Turkmen government to create "multi-party state"

By bne IntelliNews March 28, 2012

Clare Nuttall in Almaty -

Two new political parties are being set up in Turkmenistan as the government pursues plans to create a multi-party system, but no real changes to the country's oppressive political environment are expected to follow.

Deputy Prime Minister Sapardurdy Toylyev announced on March 27 that an agrarian party and an entrepreneurs party are being created. Turkmen state television showed Toylyev updating President Gurbanguly Berdymukhamedov about the plans, who said he is "serious" about developing democracy and a multi-party state in the country.

"Development of a multiparty system is important, given the large-scale transformations in public administration, revision of political mechanisms and rethinking of the role and place of social and civil institutions in the life of the country," Berdymukhamedov added.

Turkmenistan's authoritarian president has been talking since early 2010 about the need to move from a single-party to a multi-party system. Until now, the only party allowed to exist in the country has been the Democratic Party, which was formed immediately after the breakup of the Soviet Union in 1991. Legislation allowing rival political parties to be created was adopted at Berdymukhamedov's instigation in 2010, but includes regulations that effectively prevent any genuine opposition emerging.

Like the other Central Asian leaders, Berdymukhamedov is believed to have been keeping a close eye on developments in the Middle East and North Africa over the last year, with a view to preventing the Arab Spring spreading as far as Turkmenistan. Although Kyrgyzstan has had two revolutions in the last seven years, there have been no serious challenges to the status quo in any of the other four Central Asian republics.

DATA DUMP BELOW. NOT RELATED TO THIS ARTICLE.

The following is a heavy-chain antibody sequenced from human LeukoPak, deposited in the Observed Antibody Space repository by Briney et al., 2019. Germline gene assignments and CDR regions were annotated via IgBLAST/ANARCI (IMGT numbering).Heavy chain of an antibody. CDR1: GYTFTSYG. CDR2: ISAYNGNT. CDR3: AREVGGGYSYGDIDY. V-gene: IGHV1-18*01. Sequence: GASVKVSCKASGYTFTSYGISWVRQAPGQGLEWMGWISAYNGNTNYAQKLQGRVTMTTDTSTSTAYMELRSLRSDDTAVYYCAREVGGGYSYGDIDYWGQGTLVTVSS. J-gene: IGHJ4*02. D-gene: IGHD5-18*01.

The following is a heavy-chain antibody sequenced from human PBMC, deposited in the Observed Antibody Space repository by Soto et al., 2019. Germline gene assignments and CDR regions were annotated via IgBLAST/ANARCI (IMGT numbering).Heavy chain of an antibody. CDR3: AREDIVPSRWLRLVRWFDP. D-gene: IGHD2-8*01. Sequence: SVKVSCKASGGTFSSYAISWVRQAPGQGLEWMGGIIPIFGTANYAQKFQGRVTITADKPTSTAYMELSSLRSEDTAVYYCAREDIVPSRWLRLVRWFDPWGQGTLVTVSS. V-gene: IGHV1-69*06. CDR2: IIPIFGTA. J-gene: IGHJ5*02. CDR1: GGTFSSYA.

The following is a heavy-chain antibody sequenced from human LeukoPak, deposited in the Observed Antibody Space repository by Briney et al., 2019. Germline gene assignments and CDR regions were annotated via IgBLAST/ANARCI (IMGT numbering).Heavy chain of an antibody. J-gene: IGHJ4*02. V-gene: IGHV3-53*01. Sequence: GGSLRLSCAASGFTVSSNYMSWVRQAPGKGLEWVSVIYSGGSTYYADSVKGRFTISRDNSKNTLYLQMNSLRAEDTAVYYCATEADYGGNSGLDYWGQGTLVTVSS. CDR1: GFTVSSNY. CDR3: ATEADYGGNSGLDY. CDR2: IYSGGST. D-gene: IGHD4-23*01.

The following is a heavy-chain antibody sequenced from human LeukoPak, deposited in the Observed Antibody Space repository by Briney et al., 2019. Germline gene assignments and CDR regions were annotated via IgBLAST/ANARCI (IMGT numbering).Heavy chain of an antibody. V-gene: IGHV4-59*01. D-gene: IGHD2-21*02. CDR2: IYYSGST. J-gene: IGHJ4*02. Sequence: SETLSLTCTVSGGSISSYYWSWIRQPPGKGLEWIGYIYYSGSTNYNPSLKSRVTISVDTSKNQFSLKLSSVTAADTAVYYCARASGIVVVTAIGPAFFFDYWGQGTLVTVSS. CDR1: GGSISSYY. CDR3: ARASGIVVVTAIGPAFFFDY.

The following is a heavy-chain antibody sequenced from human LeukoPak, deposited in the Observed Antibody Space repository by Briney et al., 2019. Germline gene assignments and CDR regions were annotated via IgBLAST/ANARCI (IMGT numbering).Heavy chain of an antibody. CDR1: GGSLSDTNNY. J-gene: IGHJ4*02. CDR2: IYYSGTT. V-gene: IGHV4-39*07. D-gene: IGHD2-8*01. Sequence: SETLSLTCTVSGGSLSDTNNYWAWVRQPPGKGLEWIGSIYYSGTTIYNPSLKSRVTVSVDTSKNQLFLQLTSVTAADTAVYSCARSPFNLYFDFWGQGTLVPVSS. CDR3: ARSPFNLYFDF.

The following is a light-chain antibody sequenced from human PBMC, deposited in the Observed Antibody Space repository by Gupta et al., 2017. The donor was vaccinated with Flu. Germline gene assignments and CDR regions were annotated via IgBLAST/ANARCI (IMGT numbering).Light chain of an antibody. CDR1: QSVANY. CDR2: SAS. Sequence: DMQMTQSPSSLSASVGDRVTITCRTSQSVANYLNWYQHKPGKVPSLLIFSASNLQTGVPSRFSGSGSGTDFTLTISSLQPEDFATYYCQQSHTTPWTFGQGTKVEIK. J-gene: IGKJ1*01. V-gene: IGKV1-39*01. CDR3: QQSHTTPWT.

Berdymukhamedov has changed some aspects of government since the death of his predecessor Saparmurad Niyazov in 2006, opening up the country to more foreign investment. However, changes to the political system remain cosmetic, intended to do little more than give the impression that Turkmenistan is moving towards democracy.

Niyazov - who titled himself Turkmenbashi or "leader of all the Turkmens" - unashamedly pursued a Stalinist-style personality cult, and took close to 100% in the country's elections, before having himself made president for life in 1999.

Berdymukhamedov's approach has been slightly more subtle - though arguably no less authoritarian. He stood against no less than seven other candidates in the February 2012 presidential election, but every opposing candidate was employed by the government or state-owned enterprises. He was re-elected with 97% of the vote.

The president has also ordered the giant rotating gold statue of Niyazov to be moved from the centre of Ashgabat to the outskirts, and removed other reminders of Turkmenbashi's egomania.

Legislation allowing rival political parties to be created was adopted at Berdymukhamedov's instigation in 2010, but was greeted with scepticism by outside observers. The rules were carefully crafted to bar any genuine opposition figures from challenging. In particular, there are requirements for presidential candidates to be resident in Turkmenistan, which essentially debars all known active opposition figures, who are currently in exile.

NGO Freedom House's annual ranking of countries for political rights and civil liberties still puts Turkmenistan among the nine "worst of the worst" countries, and the launch of two new political parties is clearly being stage managed by the government in Ashgabat.

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